Classical Greek Mythology
Perseus and Medusa
What is the myth of Perseus?
Perseus is the primary Greek example of the hero as monster slayer. He is also clearly marked as a hero by the fact that he was a son of Zeus. The myth begins in the Peloponnesus city of Argos, an ancient city founded by Danaus, who came to Greece from Egypt. The inhabitants of Argos were, therefore, called Danaans. Argos was ruled by Acrisius, who, even in his mother’s womb, fought with his twin brother Proetus. The fights continued into adulthood when Proetus attempted to take not only his brother’s kingdom, but also his daughter Danaë. War broke out between the twins, and Acrisius won. Proetus had to be content with ruling nearby Tiryns. When an oracle told Acrisius that Danaë would give birth to a son who would someday kill him, the king fell victim to the delusion that always affects those warned by oracles; he tried to outsmart fate. To prevent his daughter from having a son, he locked her away in a dungeon. This, of course, was not enough to prevent the always lecherous Zeus from penetrating the dungeon walls and entering Danaë herself in a shower of gold. The result of this miraculous act was the conception of Perseus, marking him from the beginning as a true hero. Acrisius refused to believe that his grandson had been conceived through Zeus and, in any case, he was not about to keep his predicted murderer in his court. Still, he feared the wrath of the gods if he killed his own daughter and her son, so he locked the mother and child in a chest, which he released into the sea. The chest washed up on the island of Seriphos, where the fisherman Dictys retrieved it and gave it to his brother King Polydektes, to raise Perseus.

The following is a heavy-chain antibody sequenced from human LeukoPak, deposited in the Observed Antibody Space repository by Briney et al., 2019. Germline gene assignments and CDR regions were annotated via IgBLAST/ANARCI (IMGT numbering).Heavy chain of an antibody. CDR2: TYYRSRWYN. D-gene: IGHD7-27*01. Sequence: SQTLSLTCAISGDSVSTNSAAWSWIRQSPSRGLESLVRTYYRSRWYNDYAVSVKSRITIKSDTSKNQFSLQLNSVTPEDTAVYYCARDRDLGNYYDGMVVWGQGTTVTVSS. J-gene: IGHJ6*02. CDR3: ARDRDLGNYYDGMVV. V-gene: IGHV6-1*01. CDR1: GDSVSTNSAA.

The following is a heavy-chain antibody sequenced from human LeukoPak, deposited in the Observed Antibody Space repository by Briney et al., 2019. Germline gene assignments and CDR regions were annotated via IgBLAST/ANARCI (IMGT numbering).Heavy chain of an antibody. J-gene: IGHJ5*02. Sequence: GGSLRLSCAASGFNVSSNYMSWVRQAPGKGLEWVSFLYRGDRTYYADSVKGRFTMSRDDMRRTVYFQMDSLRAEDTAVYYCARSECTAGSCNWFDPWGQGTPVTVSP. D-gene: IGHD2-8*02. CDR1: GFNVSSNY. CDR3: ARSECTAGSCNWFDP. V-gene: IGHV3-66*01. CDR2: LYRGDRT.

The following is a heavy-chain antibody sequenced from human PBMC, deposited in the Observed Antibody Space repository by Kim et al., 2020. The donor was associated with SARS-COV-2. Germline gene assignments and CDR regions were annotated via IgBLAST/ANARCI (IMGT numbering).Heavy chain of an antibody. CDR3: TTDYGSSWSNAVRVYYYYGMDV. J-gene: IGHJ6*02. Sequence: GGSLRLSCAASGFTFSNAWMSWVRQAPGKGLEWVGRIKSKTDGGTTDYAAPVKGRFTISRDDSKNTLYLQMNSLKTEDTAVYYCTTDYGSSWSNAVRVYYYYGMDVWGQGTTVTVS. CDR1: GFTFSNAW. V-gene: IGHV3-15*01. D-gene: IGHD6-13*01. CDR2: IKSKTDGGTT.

Later, when Polydektes attempted to marry Danaë, he and Perseus became enemies.
When Polydektes pretended to be willing to marry another woman and demanded wedding presents, Perseus promised to bring him the monstrous Medusa’s head.